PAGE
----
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Groping is not Kiwi for "You look nice."

Samantha Lee
Samantha Lee

Today, I read the CFO of the New Zealand Human Rights Commission groped an intern that was working there. She left. He didn’t. He did send out an email asking employees to come and talk to him about his account of events.

Which, always, always seems to be explicitly or implicitly framed as the whole truth. Nothing but the truth.

On their website, it recommends you seek advice from the Human Rights Commission if you happen to be suffering from workplace sexual harassment.

Again, this is not particularly surprising news.

We are fantastic at pretending there is a solution to the problem of sexual harrassment. We are fantastic at providing “anti-harassment” workshops, and “reflection” camps and “PR campaigns.”

It’s not working.

One in five New Zealand women. One in five. If one in five of us had polio we would be calling it an epidemic. A tsunami. Viral. A disaster.

There are 164,750 women in New Zealand aged 20-24 alone - one in five of this group is 32,950 women. That amount alone would fill 65% of Eden Park.

If this was a movie, and 65% of Eden Park suddenly turned into zombies, you can bet your ass that there would be a lot more frantic action than we’re seeing now.

One in five women. That is showing up to a roomful of the people I’m closest to in the world, and knowing that at least three of them have suffered immeasurably, through no fault of her own.

It’s showing up to the Macbeth preview I attended last week, and the cast having no one on the entire ground level of the Pop-up Globe to cheer them on – one hundred and eighty people out of nine hundred.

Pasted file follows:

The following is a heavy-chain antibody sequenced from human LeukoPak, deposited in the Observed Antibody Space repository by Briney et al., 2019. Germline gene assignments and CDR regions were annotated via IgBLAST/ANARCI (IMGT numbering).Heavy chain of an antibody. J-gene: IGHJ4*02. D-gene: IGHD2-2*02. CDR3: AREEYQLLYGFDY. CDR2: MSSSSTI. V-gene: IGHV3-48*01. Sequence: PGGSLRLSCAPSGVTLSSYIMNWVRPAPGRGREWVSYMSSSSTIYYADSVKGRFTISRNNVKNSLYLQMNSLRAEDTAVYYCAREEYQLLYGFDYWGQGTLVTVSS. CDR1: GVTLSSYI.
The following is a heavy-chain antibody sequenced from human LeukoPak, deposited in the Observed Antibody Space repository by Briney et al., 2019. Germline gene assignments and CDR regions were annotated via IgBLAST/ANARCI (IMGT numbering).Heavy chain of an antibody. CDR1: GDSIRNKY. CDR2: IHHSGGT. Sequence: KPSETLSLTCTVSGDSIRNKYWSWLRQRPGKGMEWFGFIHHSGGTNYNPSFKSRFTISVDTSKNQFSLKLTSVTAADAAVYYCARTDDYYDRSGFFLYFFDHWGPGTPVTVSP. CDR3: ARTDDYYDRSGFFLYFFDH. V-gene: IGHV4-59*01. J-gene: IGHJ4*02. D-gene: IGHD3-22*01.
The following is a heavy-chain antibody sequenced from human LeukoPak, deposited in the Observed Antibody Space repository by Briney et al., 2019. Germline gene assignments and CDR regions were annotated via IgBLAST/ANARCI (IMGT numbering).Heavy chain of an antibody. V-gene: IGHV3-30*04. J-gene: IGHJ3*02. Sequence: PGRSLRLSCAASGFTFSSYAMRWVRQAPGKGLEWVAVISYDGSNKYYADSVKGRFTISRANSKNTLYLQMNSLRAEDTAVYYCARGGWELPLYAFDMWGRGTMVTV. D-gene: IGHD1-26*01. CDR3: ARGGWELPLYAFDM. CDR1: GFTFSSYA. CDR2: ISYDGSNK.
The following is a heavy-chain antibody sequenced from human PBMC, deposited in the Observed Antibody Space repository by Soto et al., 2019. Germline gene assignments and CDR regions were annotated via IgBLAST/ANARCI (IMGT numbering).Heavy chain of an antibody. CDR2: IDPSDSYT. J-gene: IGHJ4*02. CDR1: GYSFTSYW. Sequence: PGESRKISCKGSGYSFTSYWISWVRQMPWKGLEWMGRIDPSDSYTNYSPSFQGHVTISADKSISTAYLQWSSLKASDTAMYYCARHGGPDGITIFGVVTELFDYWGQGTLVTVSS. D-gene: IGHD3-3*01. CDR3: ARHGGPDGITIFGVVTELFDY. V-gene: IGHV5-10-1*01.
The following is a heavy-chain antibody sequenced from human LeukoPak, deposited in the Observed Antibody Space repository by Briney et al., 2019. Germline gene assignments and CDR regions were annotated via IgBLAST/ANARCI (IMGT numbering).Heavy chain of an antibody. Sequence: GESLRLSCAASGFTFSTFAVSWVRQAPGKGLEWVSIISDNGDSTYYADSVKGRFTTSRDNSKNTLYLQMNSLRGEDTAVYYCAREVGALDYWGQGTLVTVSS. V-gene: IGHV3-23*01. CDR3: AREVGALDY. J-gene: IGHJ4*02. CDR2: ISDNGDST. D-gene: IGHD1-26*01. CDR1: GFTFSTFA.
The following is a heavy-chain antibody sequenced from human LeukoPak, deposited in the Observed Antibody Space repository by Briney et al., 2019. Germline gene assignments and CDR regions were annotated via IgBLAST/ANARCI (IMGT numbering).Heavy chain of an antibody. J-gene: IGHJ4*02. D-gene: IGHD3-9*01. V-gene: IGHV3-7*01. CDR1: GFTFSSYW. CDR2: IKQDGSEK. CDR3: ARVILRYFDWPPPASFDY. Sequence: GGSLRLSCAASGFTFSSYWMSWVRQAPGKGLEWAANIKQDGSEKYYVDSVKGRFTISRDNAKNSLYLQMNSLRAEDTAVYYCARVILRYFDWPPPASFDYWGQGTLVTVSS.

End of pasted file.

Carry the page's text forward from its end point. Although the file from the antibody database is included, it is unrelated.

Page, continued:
It’s going to a bar, and talking to someone that you immediately don’t feel comfortable with.

 It’s trying to think of excuses to leave without making him upset. It’s chatting about a concert you both went to, and failing to laugh at his off-colour joke, and feeling intimidated when he berates you for that failure. It’s declining to say, when you have been asked, inside of two minutes, where you are staying and what your plans are for the night. And, it’s someone running their hand down your back and squeezing your ass, so hard it hurts, all the while saying how nice you look, as the clock just ticks over at minute three of knowing this person.

It’s saying, loudly “don’t you ever touch me again,” to a roomful of crowded strangers who just stare, while the man in question just holds up his hands and looks amused, while your heart beats crazily and you try to think of what you should do next, because you hadn’t anticipated being groped tonight.

It’s looking around at the men your friends are talking to, who stare back at you, and at the rest of the room, and realising no one is going to help you.

It’s choking, through a rage-closed throat, something about “consent and permission and completely inappropriate”, while your friends are hustling you away, to find a safer space, a better bar.

It’s realising that it could have been far, far worse. It’s one of your friends confessing, in a small, eyes-on-the-ground voice, that for her, it was.

I’d really like to live in a country, in a place, where it is surprising news that someone has been sexually assaulted. I’d really like to live in a country where “well, what did she expect” is not the norm.

We need to do better. We need to stop seeing women as commodities, as something that men can just touch when they feel like it.

I am tired, for me. And I am tired for my sisters who deal with this shit every day.

So, no rousing ending, no call to action, no declaration of war.

Just, if you’re someone that likes women, loves women, or has a modicum of respect for women – next time you see something going down, maybe just see if she’s alright, aye?



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